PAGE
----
ANSWERED: Should You Send A Handwritten Or Email Thank You Note After An Interview?

Managing Editor

I’m the Managing Editor of Business Insider, in charge of all our editorial hiring.

I wrote a post last week about the number one mistake people I interview are making these days: They don’t send thank you notes. 

If I don’t get a thank you note, I assume the person doesn’t want the job, is disorganized, and I’ll likely forget about them.

The thank you should say a few things:

  • Thank you for meeting (or talking) with me.
  • I really want this job.
  • Quick plug about why I’m perfect for it.

Since my post went up, I’ve gotten scores of emails asking the same question: Should I send a handwritten or electronic thank you note?

While it varies depending on the industry, I’d strongly suggest going with the email. Here’s why:

Dangers of the handwritten thank you:

  • There’s a delay. I’m a firm believer in following up with a thank you note less than 24 hours after the interview, while you’re still fresh in the interviewer’s mind.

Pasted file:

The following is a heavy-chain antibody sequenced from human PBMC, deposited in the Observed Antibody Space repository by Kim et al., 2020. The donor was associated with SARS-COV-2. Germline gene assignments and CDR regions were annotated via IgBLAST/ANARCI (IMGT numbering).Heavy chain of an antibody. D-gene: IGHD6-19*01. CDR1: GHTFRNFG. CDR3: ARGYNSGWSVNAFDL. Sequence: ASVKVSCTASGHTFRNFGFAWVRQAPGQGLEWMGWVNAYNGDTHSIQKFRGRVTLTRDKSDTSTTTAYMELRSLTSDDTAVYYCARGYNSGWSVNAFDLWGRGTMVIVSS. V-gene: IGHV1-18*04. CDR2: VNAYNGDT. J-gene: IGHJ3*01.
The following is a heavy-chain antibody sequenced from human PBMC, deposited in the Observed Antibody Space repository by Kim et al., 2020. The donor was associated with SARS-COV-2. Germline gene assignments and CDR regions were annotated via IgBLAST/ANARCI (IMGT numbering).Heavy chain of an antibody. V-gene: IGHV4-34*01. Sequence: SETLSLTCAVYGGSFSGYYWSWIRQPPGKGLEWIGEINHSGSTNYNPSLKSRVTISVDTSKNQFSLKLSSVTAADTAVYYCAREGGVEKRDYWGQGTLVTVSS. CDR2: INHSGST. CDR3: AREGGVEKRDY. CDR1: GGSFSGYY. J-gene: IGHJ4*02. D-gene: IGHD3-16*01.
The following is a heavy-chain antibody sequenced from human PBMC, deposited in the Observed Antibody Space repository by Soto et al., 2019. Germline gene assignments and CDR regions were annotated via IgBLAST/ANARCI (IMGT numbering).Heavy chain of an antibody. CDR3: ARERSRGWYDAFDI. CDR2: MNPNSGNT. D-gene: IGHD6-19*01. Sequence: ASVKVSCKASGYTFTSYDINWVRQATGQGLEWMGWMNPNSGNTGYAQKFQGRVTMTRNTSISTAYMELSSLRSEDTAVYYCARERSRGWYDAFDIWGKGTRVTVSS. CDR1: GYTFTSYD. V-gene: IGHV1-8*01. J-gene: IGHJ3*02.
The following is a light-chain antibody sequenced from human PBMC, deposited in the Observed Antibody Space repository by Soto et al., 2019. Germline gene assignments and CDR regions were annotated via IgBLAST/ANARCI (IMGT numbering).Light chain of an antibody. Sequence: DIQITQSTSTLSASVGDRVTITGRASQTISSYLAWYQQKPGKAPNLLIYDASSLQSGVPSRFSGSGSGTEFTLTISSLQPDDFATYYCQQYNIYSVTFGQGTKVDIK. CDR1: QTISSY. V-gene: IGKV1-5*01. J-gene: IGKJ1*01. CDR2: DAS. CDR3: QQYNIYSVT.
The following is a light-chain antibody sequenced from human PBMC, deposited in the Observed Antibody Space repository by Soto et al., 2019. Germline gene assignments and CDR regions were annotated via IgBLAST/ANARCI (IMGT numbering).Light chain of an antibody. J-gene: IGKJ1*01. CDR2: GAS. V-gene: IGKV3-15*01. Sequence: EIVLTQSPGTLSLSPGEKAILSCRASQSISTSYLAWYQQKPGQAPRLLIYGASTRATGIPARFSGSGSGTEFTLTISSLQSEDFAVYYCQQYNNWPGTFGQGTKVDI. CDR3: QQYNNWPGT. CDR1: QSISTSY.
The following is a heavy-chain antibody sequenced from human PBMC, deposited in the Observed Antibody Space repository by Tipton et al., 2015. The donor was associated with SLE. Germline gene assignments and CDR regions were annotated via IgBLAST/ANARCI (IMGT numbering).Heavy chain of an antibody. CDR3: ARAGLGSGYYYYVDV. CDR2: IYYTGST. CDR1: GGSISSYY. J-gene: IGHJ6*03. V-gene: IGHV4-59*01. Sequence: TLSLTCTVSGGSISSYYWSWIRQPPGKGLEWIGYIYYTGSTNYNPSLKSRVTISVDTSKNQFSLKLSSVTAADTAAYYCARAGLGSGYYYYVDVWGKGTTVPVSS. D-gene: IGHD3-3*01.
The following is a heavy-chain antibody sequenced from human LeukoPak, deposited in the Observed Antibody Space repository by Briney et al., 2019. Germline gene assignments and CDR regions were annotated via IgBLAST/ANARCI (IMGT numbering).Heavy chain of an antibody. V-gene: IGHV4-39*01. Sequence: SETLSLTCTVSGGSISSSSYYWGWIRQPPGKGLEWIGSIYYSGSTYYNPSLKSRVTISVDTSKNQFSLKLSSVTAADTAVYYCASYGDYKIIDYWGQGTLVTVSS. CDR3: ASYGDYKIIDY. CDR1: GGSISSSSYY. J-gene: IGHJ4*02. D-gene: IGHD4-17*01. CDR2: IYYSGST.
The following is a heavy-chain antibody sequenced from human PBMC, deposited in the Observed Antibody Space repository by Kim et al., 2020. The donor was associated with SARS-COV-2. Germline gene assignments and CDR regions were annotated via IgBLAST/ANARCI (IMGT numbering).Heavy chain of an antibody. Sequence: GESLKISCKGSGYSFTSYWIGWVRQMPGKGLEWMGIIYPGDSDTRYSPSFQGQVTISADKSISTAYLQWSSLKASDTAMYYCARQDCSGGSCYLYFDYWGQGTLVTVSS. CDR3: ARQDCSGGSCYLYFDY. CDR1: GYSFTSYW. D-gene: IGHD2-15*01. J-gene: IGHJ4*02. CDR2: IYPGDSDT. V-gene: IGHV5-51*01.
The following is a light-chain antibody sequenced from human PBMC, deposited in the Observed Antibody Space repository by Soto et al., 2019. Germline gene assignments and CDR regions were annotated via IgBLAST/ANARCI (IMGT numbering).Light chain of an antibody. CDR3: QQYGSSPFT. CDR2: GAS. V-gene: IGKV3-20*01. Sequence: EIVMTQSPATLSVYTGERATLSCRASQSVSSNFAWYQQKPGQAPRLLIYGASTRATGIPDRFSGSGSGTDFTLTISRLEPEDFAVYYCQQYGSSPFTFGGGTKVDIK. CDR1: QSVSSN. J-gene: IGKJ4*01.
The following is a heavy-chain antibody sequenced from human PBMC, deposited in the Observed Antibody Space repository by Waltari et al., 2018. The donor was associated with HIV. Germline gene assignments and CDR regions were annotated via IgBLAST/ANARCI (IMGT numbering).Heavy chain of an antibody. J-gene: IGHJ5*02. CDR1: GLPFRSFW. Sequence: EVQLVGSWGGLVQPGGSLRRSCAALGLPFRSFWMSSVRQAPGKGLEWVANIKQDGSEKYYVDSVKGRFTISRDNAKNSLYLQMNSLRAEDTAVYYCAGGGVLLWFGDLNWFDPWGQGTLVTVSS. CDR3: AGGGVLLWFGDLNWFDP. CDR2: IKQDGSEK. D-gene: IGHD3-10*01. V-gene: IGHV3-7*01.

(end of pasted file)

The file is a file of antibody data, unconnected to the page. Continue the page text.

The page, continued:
• The letter might never get to your interviewer. It could get lost in the mail, the secretary could throw it out, it could end up in a pile of envelopes that don’t get opened for months.
  • It feels old. It’s 2012. Sending a handwritten note just feels ancient to me. Especially if you’re up for a job in the Internet industry. Be current.
  • The chances of the interviewer writing back to you are less. The letter feels more final.

Why the email thank you works:

  • You can send it the day of your interview to show just how eager you are.
  • You know it will at least find its way into the interviewer’s inbox. Whether they read it or not is a different story.
  • If the interviewer ever searches for your name in their email, the note will pop up and remind them that you followed up and really want the job.
  • You can easily tailor it to the vibe of the interview. It can be as casual or as formal as you decide. Handwritten notes always feel too formal to me.
  • The interviewer might write back to you. The email will be open on their computer, and there’s a bigger chance they’ll respond, or ask you a follow-up question, or continue the conversation.

Here’s The Number One Mistake That People I Interview Are Making These Days >>

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